NEW YORK — Solitary sea gulls bob and freighters plow the cold waters of the Verrazano Narrows. Through the wicket arches on the bridge above, traffic streams. Tan high-rises bunch along the far Brooklyn shore.
This crowded panorama costs buyers of townhouse apartments abutting Staten Island's South Beach thousands. For Stanley Kryshak, who built a home of scavenged planks and cardboard under the boardwalk, it cost more. At age 66, he froze to death there this winter.
He hadn't had a real address, at least not steadily, since he checked out of a bed-and-board home near the beach in August, 1986. But he was by no means the anonymous, lost vagrant of stereotype.
A lot of people knew him, called him Stanley, sang as he played his harmonica beside a fire on the beach in warm weather, bought him morning doughnuts at Frank's Deli. They say they looked forward to seeing him each day. They made a kind of second family for him, if not a home.
Retracing Kryshak's steps, what's curious is that he could have died the way he did, given all the concern that people--including his former wife and his daughter and son--had for him.
And yet most, although caring, shook their heads and voiced comments similar to those of Ed DeMayo, a bartender at the Casablanca Tavern: "It's a shame he went that way. He didn't want to be helped."
"I saw lawyers, I saw doctors, I saw police," the homeless man's ex-wife, Carole, said, "but in the state of New York, you can't violate his rights if he doesn't want to be helped.
"It's sad, because this was a good and brilliant man. It was a wasted life."
Along Sand Road, the strip of pizza places, bars and arcades running back from the beach where Kryshak lived, people remembered a man who at times had dressed smartly but who "neglected himself" in the months before his death, a vodka drinker who usually didn't show it, a rummager in trash cans who sometimes offered to repay loans.
"I think I owe you money," he once told Liliana Ammirati when he stopped in Frank's. He'd just received his Social Security check and offered her a $10 bill.
"I said, 'Stanley, you got $500. Get a room,' " she recalled. "He said, 'Yeah, yeah, I'll get a room.' "
Angela Amato remembered the evenings Kryshak spent with local teen-agers around a fire on the beach, playing Italian songs or something else on the harmonica he always carried.
"He was very good with children," Amato said.
Cheerful, smart, a good conversationalist, DeMayo recalled.
"There wasn't anything he couldn't do," Carole Kryshak agreed, calling her husband of 24 years a "borderline genius."
Trained as an electronics technician, he had worked for United Airlines, among other companies. "He did carpentry, he played music, he did calligraphy. But he was also a manic-depressive," she said.
She hadn't been aware of his history of mental illness when they married. He was fine for four or five years.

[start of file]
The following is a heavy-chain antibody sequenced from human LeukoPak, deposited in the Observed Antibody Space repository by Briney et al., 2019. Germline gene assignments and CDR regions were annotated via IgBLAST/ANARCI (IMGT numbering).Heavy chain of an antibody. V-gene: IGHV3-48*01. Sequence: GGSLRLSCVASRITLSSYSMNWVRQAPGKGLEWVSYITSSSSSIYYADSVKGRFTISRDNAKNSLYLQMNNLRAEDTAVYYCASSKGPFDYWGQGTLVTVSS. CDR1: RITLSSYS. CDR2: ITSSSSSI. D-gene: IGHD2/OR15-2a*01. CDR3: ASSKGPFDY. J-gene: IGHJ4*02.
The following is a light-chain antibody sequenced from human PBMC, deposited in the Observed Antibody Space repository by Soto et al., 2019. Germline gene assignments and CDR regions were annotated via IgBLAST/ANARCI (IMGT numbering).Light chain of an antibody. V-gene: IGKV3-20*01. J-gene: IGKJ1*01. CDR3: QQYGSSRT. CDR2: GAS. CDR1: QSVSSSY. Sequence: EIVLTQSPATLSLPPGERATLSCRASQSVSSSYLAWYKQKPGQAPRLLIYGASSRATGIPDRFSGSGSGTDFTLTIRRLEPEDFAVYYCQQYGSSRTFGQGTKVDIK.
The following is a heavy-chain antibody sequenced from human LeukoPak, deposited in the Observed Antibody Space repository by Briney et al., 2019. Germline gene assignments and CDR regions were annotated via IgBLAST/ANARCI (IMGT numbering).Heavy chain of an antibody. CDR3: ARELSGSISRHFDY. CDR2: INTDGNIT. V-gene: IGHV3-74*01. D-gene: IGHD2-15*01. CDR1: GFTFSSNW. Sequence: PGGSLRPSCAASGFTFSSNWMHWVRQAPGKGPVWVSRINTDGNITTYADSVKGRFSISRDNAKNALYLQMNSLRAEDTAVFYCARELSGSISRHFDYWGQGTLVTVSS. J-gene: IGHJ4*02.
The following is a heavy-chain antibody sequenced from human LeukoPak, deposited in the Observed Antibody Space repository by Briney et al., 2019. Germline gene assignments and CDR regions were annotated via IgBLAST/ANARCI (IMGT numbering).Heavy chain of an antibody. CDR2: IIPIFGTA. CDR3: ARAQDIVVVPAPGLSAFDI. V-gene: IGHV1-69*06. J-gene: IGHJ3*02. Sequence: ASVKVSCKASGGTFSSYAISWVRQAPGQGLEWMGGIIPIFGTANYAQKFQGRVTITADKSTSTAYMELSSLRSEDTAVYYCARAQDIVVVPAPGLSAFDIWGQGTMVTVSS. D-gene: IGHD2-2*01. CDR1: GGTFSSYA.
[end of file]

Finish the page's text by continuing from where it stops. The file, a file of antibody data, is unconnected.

Was there any obvious catalyst then?
"Maybe having children, having a family, responsibilities," Carole Kryshak said.
He began to have wild swings of mood. In manic periods, he was "like a mad scientist," she said--sleeping one hour in 24, taking apart and reassembling household appliances, running wires everywhere.
"He could spend $1,000 in a day, on nothing," and that, she said, is why she divorced him: to make sure that she didn't lose the house.
During depressions, "he'd go into a room and hide." He drank turpentine and swallowed bottles of aspirin.
Treatments were tried--shock treatments that left him with a terror of hospitals, prescribed drugs he would neglect to take.
Again, Carole Kryshak wondered aloud, "If he could lead a normal life with medication, doesn't it make sense to force him to take it?"
She spoke of the much publicized recent case of a homeless woman forcibly removed from a Manhattan street by city officials who said she was mentally ill and endangering herself. The woman was released Jan. 19 after 83 days in a hospital psychiatric ward. Because of her release, New York's highest court earlier this month weedismissed a lawsuit filed by civil libertarians seeking to legally test the city's program of forcibly hospitalizing mentally ill street people.
Carole Kryshak said her husband was never violent toward his family, but, "We were mentally abused."
Nonetheless, the family didn't move out until the night he turned the kitchen gas jets on before going to bed. Carole Kryshak said she happened to awaken and turned them off.
Living on his own, Kryshak burned himself out of an apartment, wound up in a hospital, then a shelter, and, in January, 1983, the New Broadview Manor home for adults, a short stroll from the beach in Staten Island.
His Social Security checks covered room and board, with $86 a month left over, according to the manager, Ludwig Marcovici.